(Speaking of courage---the new site, (in)courage, is now live. I hope you'll check it out after you finish reading this.)
She stood inches from the breaking waves using her big toe to write her name in the sand. Occasionally she dipped her feet into salty water, but it was rare for even her ankles to get wet. My five-year-old daughter, Pumpkindoodle, who errs on the side of caution, had no interest in exploring the ocean during our recent trip to the beach. My gentle coaxing did little to ignite her dormant adventurous spark until two of her friends, along with their mommy, decided to swim out to a sandbar about 20 feet away.
“Where did that island come from Mommy,” she asked.
“The sea level dropped in that spot and our friends are going to investigate it. It won't be there for long...would you like to check it out?”
“Um...I don't think so...wait...yes...yes, I'm going to go for it,” she squealed with a newfound resolve and firmly gripped my hand.
Her bravado waned when the waves thrashed against her waist. Sensing her fear, I picked her up, rested her against my hip, and reassured her with words of comfort.
“I won't make you keep going if you don't want to go, but if you still want to explore the island, I promise to hold you tight. I'll keep you safe and make sure your head does not go under water. What would you like to do?”
Pressing her forehead against mine she smiled then panted, “I am going to be brave. Let's do this together.”
Her feet danced before reaching the sand as we stepped onto the island. Exhilaration exuded as she gleefully jumped up and down exclaiming, “I did it!”
My daughter learned some lessons about true courage that day although it will be a few years before she can understand those nuggets of wisdom. While I permitted her to bask in the glory of her accomplishment, I knew that her newly garnered courage did not come from believing in herself. In fact, if that were the case, she would have demonstrated a reckless foolishness and rushed into the water unassisted. Instead, she realized her limits and placed her little life literally into the arms of someone reliable. Someone whom she knew would never sacrifice her safety.
By providing my daughter security as we ventured to the sand bar, I also subtly instilled in her a fundamental element of courage...trust.
Living in a crazy misguided world requires courage. Taking a stand for truth requires courage. Stepping over the invisible line that marks our zones of comfort requires courage. Obedience to God's calling in our lives requires courage. But true courage is not blind, nor is it rash. Courage comes from knowing that the ultimate outcome will be good. And not always in how we humans define good (i.e. getting our own way and being happy), but how God defines good (Romans 8 has some great examples of this).
“In the same way the Spirit also helps our weakness; for we do not know how to pray as we should, but the Spirit Himself intercedes for us with groanings too deep for words; and He who searches the hearts knows what the mind of the Spirit is, because He intercedes for the saints according to the will of God. And we know that God causes all things to work together for good to those who love God, to those who are called according to His purpose. For those whom He foreknew, He also predestined to become conformed to the image of His Son, so that He would be the firstborn among many brethren; and these whom He predestined, He also called; and these whom He called, He also justified; and these whom He justified, He also glorified. What then shall we say to these things? If God is for us, who is against us? He who did not spare His own Son, but delivered Him over for us all, how will He not also with Him freely give us all things?” Romans 8: 26-32, NASB.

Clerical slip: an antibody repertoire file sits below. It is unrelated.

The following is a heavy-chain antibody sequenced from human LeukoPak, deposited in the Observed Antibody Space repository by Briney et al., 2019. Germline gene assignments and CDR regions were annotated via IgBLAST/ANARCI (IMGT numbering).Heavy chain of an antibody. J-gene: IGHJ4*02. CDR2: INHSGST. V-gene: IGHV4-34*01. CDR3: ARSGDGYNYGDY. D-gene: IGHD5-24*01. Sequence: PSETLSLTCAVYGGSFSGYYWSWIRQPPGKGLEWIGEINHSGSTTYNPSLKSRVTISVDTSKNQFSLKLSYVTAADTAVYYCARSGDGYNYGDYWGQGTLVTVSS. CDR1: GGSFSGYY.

Courage is derived from trust. Sometimes trust comes easily. Pumpkindoodle's willingness to venture to the sandbar in the face of fear was inspired by her wanting to explore with her friends. Trusting me, made it easier to do something that she wanted to do in the first place.
I find that trusting God sometimes means doing things that I do not want to do. Such as moving across the country seven times in ten years. Or, as was the case after The Professor and I first married, accepting a job that was levels lower than the position I previously had simply because it was the only offer I had at the time. Often times trusting God and responding with courageous obedience means taking the emphasis off of myself, focusing my gaze on Him, tightly grabbing His hand and saying “I'm going to be brave, let's do this together.”
“The Lord will hand over to you the people who live there, and you must deal with them as I have commanded you. So be strong and courageous! Do not be afraid and do not panic before them. For the Lord your God will personally go ahead of you. He will neither fail you nor abandon you. Then Moses called for Joshua, and as all Israel watched, he said to him, 'Be strong and courageous! For you will lead these people into the land that the Lord swore to their ancestors he would give them. You are the one who will divide it among them as their grants of land.'” Deuteronomy 31:5-7 NLT